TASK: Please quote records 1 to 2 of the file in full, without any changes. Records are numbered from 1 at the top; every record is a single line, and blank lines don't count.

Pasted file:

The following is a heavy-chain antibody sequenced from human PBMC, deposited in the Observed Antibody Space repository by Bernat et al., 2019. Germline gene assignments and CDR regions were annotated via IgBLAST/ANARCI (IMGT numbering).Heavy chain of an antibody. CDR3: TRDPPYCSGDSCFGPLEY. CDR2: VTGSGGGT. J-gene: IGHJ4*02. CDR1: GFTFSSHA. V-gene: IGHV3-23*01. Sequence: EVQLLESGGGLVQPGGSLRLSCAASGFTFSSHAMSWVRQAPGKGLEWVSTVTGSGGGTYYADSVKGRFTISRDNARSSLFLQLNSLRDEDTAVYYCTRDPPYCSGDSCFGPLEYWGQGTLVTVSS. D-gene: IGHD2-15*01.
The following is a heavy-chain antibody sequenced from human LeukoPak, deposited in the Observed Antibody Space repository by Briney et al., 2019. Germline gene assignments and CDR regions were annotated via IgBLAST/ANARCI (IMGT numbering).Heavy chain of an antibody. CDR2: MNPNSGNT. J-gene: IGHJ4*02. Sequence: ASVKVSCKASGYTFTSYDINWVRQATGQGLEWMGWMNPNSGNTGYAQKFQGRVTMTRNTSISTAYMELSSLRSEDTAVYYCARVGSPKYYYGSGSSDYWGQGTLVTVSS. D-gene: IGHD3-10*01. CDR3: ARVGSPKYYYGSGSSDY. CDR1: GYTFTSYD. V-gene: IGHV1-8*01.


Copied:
The following is a heavy-chain antibody sequenced from human PBMC, deposited in the Observed Antibody Space repository by Bernat et al., 2019. Germline gene assignments and CDR regions were annotated via IgBLAST/ANARCI (IMGT numbering).Heavy chain of an antibody. CDR3: TRDPPYCSGDSCFGPLEY. CDR2: VTGSGGGT. J-gene: IGHJ4*02. CDR1: GFTFSSHA. V-gene: IGHV3-23*01. Sequence: EVQLLESGGGLVQPGGSLRLSCAASGFTFSSHAMSWVRQAPGKGLEWVSTVTGSGGGTYYADSVKGRFTISRDNARSSLFLQLNSLRDEDTAVYYCTRDPPYCSGDSCFGPLEYWGQGTLVTVSS. D-gene: IGHD2-15*01.
The following is a heavy-chain antibody sequenced from human LeukoPak, deposited in the Observed Antibody Space repository by Briney et al., 2019. Germline gene assignments and CDR regions were annotated via IgBLAST/ANARCI (IMGT numbering).Heavy chain of an antibody. CDR2: MNPNSGNT. J-gene: IGHJ4*02. Sequence: ASVKVSCKASGYTFTSYDINWVRQATGQGLEWMGWMNPNSGNTGYAQKFQGRVTMTRNTSISTAYMELSSLRSEDTAVYYCARVGSPKYYYGSGSSDYWGQGTLVTVSS. D-gene: IGHD3-10*01. CDR3: ARVGSPKYYYGSGSSDY. CDR1: GYTFTSYD. V-gene: IGHV1-8*01.